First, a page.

“This is a real positive story,” Landon added. “A lot of communities would have lost Palm Coast Data.”
From the corner office
Duloc is a trim 56-year-old executive who resembles Michael Douglas. He dresses smartly and has stylish gray hair. He exudes success and is determined to lead Palm Coast Data through a transition period.
“Were in an industry that’s significantly challenged,” Duloc said. “The print world is seeing declines each year. … It’s our job to flex accordingly and find other businesses or other acquisitions that supplement or support our business, and we try to complement the skills sets that we have.”
Therefore, the publicly traded AMREP Corp., of which Palm Coast Data is a subsidiary, is diversifying. Duloc oversees five other businesses around the United States, including the most recent deal, Full Circle Media, in Denver, which was completed Dec. 31, 2012. Full Circle does direct mail, product fulfillment and has a call center, which can complement Palm Coast Data’s call center.
But even as more publications go digital, Duloc said he’s passionate about his business and “we have to protect our print side.” One of his points of emphasis is client retention.
The fact is, Palm Coast Data does something for which there is still a good amount of demand. It does not sell or store magazines, but instead it manages and tracks and fulfills subscriptions; about three in four magazines is purchased through subscription in the United States, he said.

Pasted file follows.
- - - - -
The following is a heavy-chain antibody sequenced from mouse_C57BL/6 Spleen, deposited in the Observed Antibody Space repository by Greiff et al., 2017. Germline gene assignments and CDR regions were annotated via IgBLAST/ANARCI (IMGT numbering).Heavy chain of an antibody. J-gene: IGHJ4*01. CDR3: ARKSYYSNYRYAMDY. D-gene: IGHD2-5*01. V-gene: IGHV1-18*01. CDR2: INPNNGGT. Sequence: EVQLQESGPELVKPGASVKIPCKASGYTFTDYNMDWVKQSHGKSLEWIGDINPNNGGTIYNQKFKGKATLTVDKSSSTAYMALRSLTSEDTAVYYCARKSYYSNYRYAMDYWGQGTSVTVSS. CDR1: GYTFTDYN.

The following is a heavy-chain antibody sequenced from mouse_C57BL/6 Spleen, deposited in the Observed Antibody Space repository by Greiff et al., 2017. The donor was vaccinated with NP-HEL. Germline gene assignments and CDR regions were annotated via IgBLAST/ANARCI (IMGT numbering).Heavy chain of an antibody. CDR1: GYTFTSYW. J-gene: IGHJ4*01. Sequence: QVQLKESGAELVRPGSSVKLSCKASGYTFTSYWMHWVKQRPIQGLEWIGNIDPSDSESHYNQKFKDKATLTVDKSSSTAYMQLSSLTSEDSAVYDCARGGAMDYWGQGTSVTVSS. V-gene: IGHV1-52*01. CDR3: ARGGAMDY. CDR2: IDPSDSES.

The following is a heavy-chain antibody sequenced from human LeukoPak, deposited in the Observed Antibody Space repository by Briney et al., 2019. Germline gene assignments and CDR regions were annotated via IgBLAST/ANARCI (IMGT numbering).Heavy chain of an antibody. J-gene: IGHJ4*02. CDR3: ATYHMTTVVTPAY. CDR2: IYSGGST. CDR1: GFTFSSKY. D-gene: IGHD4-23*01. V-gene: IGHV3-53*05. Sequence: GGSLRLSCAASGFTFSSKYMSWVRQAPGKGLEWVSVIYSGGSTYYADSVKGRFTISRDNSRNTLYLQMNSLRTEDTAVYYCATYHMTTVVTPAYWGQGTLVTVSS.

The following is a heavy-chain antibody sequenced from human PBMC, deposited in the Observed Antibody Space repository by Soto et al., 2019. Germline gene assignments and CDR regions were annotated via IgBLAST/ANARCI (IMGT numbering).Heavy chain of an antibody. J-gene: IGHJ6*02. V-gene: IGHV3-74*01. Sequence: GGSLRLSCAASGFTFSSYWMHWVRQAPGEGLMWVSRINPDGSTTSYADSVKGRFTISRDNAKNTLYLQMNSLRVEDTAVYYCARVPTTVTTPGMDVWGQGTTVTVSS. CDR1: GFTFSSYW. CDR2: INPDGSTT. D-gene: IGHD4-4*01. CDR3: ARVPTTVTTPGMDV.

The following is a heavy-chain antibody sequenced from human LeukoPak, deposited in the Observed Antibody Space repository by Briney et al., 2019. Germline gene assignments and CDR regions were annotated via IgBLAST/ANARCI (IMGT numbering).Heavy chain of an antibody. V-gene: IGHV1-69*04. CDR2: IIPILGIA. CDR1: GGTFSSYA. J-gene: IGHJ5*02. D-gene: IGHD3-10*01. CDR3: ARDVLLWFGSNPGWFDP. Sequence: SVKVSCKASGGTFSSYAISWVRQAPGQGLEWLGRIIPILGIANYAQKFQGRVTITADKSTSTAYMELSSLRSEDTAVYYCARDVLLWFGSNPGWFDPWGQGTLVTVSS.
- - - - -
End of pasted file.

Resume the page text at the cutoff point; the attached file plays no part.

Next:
“You know those cards that fall out of magazines asking you to subscribe?” he said. “When you send it in, it comes to us, or to Des Moines or Tampa.” Those are the locations of the three biggest companies that connect magazine publishers with their customers, keep addresses up to date and renew subscriptions.
Duloc said Palm Coast Data likely fits in between the other two and is therefore the second-largest company of its kind in the world.
Duloc has been in the industry since the 1980s. His experience has taught him to be open and share with the employees as much as possible of what’s happening in the business. He isn’t above walking through the assembly lines to say hello to the workers.
Any impression of secrecy or being closed off is not true, he said, though he acknowledged that community involvement wasn’t a priority between 2006 and 2010, when the company was going through a difficult consolidation.
He wasn’t the CEO of Palm Coast Data when the 2008 deal was struck with the city. Today, his work often keeps him in New York City, and his primary residence is Philadelphia. But, he said, he has been extending his stays in Palm Coast more and more, enjoying the weather here and following another of his business rules: Have fun.
“Yesterday, we had an awards luncheon for (10 to 25 years of service) at the Hilton Garden Inn,” he said. “We did little interesting factoids about what was happening 10-25 years ago: the songs, price of gas, the hottest Christmas toys, celebrity miscues.”
Duloc was animated, grinning as he sat at a small round table in his office. It was all part of the new attitude of Palm Coast Data. “Be able to laugh at yourself,“ he said. “Just be real with the folks that you work with.”